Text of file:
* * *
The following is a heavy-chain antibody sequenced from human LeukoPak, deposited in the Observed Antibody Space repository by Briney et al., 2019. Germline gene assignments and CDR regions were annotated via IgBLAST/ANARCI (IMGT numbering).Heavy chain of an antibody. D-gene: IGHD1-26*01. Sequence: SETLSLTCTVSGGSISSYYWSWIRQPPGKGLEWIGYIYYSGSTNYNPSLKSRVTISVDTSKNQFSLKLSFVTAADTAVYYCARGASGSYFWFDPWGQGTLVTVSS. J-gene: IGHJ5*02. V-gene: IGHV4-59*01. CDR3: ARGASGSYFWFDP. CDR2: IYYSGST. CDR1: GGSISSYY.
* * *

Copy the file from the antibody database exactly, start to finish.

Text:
The following is a heavy-chain antibody sequenced from human LeukoPak, deposited in the Observed Antibody Space repository by Briney et al., 2019. Germline gene assignments and CDR regions were annotated via IgBLAST/ANARCI (IMGT numbering).Heavy chain of an antibody. D-gene: IGHD1-26*01. Sequence: SETLSLTCTVSGGSISSYYWSWIRQPPGKGLEWIGYIYYSGSTNYNPSLKSRVTISVDTSKNQFSLKLSFVTAADTAVYYCARGASGSYFWFDPWGQGTLVTVSS. J-gene: IGHJ5*02. V-gene: IGHV4-59*01. CDR3: ARGASGSYFWFDP. CDR2: IYYSGST. CDR1: GGSISSYY.